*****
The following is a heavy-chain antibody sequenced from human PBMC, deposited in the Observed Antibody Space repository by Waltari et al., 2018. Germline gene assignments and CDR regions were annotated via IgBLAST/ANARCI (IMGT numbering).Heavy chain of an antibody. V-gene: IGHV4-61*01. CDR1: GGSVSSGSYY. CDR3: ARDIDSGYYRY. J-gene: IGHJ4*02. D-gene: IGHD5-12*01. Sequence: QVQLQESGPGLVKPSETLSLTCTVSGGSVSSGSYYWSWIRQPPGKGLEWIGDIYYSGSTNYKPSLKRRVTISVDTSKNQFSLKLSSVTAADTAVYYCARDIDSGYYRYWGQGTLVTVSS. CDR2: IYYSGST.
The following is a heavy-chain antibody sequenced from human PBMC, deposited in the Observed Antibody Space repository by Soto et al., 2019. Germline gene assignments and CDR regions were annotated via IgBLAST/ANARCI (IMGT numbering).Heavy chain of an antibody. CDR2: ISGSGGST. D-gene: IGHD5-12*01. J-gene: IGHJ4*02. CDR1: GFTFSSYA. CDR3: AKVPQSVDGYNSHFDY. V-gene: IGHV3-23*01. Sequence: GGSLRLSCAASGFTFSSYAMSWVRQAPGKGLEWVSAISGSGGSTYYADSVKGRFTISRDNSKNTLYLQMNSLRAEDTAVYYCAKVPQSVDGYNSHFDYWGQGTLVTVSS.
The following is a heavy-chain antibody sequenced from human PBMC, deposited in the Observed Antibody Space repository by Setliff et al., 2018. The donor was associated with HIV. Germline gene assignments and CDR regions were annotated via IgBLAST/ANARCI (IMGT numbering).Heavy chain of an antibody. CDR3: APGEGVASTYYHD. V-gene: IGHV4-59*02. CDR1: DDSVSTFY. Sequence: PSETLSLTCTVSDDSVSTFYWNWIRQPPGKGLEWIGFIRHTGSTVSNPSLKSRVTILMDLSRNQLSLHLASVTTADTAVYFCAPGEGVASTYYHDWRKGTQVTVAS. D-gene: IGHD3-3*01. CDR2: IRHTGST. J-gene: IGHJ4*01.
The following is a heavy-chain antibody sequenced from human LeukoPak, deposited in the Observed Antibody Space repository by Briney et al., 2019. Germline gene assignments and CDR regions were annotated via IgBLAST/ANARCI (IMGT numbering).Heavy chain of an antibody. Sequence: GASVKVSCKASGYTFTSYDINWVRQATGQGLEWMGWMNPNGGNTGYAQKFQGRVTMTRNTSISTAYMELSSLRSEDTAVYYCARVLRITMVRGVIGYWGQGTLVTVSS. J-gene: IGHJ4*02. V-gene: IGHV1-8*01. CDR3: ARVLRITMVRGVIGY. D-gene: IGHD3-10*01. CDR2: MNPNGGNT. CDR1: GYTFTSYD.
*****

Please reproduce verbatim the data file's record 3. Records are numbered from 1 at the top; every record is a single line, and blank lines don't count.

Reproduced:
The following is a heavy-chain antibody sequenced from human PBMC, deposited in the Observed Antibody Space repository by Setliff et al., 2018. The donor was associated with HIV. Germline gene assignments and CDR regions were annotated via IgBLAST/ANARCI (IMGT numbering).Heavy chain of an antibody. CDR3: APGEGVASTYYHD. V-gene: IGHV4-59*02. CDR1: DDSVSTFY. Sequence: PSETLSLTCTVSDDSVSTFYWNWIRQPPGKGLEWIGFIRHTGSTVSNPSLKSRVTILMDLSRNQLSLHLASVTTADTAVYFCAPGEGVASTYYHDWRKGTQVTVAS. D-gene: IGHD3-3*01. CDR2: IRHTGST. J-gene: IGHJ4*01.